Though incontinence is a common symptom associated with several potentially avoidable diseases, including type two diabetes, some contributing factors are more inevitable. For women, menopause is one of these inevitable events that increases your risk of losing consistent control over your bladder. To learn what happens during menopause and why these effects impact urination, read through our facts about incontinence after menopause.
Menopause is an expected part of a woman’s life. It’s a time during which women stop menstruating; this typically occurs between the ages of 45 and 50. This timing isn’t exact—onset varies from person to person. The best way to know when you may go through menopause is by estimating according to when your mother experienced it.
During menopause, women no longer ovulate, meaning they are no longer able to begin the fertilization process to have a child. The early phases of menopause (during perimenopause) include irregular cycles and some hot flashes, the latter pertaining to sudden feelings of warmth around the face and neck. Leading up to your last cycle, you may experience more hot flashes, sleep irregularities, and other discomforts.
Due to this estrogen loss and other effects, women’s urination becomes more inconsistent and harder to control after menopause.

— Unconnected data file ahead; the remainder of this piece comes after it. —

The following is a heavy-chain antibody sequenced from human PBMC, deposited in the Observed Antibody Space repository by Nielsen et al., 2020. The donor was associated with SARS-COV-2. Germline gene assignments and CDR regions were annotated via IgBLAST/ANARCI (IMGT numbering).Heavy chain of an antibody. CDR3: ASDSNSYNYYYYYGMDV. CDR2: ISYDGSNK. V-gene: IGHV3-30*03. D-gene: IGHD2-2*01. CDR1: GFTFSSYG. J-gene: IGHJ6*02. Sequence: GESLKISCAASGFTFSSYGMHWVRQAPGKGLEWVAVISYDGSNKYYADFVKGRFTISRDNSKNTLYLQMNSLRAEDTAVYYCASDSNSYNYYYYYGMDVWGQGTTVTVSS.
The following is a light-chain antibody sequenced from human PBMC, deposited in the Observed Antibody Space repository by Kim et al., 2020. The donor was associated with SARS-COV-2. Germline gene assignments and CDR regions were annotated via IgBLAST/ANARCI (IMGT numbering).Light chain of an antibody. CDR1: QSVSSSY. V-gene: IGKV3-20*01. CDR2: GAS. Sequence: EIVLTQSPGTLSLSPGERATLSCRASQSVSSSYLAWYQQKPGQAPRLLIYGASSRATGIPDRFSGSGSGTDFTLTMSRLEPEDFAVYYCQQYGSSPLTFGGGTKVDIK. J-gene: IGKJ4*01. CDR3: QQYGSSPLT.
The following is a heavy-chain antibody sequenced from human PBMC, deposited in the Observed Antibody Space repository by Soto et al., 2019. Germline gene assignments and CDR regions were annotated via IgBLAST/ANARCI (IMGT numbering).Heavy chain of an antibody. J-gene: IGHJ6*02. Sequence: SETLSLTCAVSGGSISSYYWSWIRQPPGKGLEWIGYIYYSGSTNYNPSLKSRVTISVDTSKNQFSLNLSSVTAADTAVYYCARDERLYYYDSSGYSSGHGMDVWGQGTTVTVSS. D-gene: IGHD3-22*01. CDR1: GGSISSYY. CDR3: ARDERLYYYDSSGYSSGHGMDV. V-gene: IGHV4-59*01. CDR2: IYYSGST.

Several symptoms are connected to the lack of estrogen, a hormone that regulates women’s cycles and other facets of life. One of estrogen’s jobs is to promote the maintenance of bodily tissues, including vital muscle tissue. When your body lacks estrogen, your pelvic muscles lose strength, causing you to lose control over stopping and starting urination. Also, as your pelvic floor muscles falter, more pressure applies to your bladder from your organs and leads to stress incontinence, which includes bladder leakage when sneezing and coughing.
While hormonal changes contribute to post-menopausal weight gain, several lifestyle-related factors also play a part. As people age and experience menopause, they are experiencing muscle loss due to disuse. As their calorie-burning muscle mass lowers, their overall metabolism suffers, and they more easily gain fat and struggle to lose it. Due to weight gain, women experience more stress incontinence episodes because their weight presses on their already-weakening pelvic floor.
While menopause is inevitable for a woman, you don’t have to lose your ability to go where you’d like and your peace of mind while doing things. There are several reliable ways to manage post-menopausal incontinence symptoms and take back your life.
As your pelvic floor weakens, you can fight this muscle loss by making sure to go through your Kegel exercises, in which you practice engaging and releasing your pelvic muscles. By performing these—while you don’t guarantee that incontinence episodes will never occur or that your muscle loss reverses—you’ll prevent as much muscle loss as possible and reduce symptoms.
To combat your existing struggles immediately, consider utilizing waterproof underwear for women. Using some form of incontinence pad addresses the unpredictability of incontinence after menopause directly by preventing bladder leakage from ruining your day.